An intermittent smoke eruption towering to 15,000-17000ft above the summit of the Metis Shoal Volcano, Ha'apai, this morning, has an increased likelihood of an eruption, with an aviation VONA alert now increased to Orange, the Tonga Meteorological Service advised at 10:20am.
Metis Shoal submarine volcano is located near Kao in Tonga's Ha'apai Group, and is famous for its previous pumice eruptions that have created large pumice rafts.
Real Tonga pilots flying between Tongatapu and Vava'u on flights R4801 and R4802 this morning observed the intermittent smoke eruption, with continuous white plumes of wispy ash cloud.
“We just reconfirmed with the pilot on his way back that 25-30nm north of Kao, towering smoke erupting up to 15,000-17,000ft,” Tonga Met reported this morning, before upgrading an earlier Yellow alert to Orange.
Tonga Met Director, 'Ofa Fa'anunu said that so far there had been no earthquakes detected in the area of the smoke eruption.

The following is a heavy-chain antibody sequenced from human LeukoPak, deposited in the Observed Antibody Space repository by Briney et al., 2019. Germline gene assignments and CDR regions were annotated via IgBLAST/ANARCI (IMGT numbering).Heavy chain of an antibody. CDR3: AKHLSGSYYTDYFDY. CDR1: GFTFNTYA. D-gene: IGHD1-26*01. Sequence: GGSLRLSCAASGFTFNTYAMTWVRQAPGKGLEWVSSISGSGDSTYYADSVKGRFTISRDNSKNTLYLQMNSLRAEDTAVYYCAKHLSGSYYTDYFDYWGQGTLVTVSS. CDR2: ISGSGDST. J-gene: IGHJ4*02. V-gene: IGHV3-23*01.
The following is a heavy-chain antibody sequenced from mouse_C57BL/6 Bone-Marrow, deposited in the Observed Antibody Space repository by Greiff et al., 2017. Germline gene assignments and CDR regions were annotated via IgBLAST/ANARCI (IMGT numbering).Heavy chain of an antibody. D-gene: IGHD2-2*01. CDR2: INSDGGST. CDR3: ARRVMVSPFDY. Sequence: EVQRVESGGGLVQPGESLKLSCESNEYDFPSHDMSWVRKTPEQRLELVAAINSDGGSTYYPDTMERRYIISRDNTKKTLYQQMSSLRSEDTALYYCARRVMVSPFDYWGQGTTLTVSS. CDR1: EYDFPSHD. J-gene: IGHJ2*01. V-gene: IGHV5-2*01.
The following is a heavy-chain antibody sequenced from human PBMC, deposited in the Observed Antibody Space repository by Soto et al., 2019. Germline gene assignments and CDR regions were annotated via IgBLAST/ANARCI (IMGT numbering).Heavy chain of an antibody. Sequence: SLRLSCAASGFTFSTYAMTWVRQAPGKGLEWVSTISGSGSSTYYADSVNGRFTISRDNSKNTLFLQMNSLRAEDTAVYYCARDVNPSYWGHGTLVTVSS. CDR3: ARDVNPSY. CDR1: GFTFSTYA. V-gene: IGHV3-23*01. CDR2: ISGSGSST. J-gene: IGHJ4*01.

“The Town Officer of Fotuha’a Island, Sifa Fuakolo, first reported to us 8:30pm last night but [we] couldn't verify till this morning's Real Tonga flight.”
He said Tonga Met will issue a new Volcano Observatory Notice for Aviation (VONA) this evening, after domestic flights come in and any other shipping reports or observations are received.
An Orange VONA means that a volcano is exhibiting heightened unrest with increased likelihood of eruption, or that a volcanic eruption is underway with no or minor ash emission.
A Red VONA means that an eruption is forecasted to be imminent with significant emission of ash into the atmosphere likely.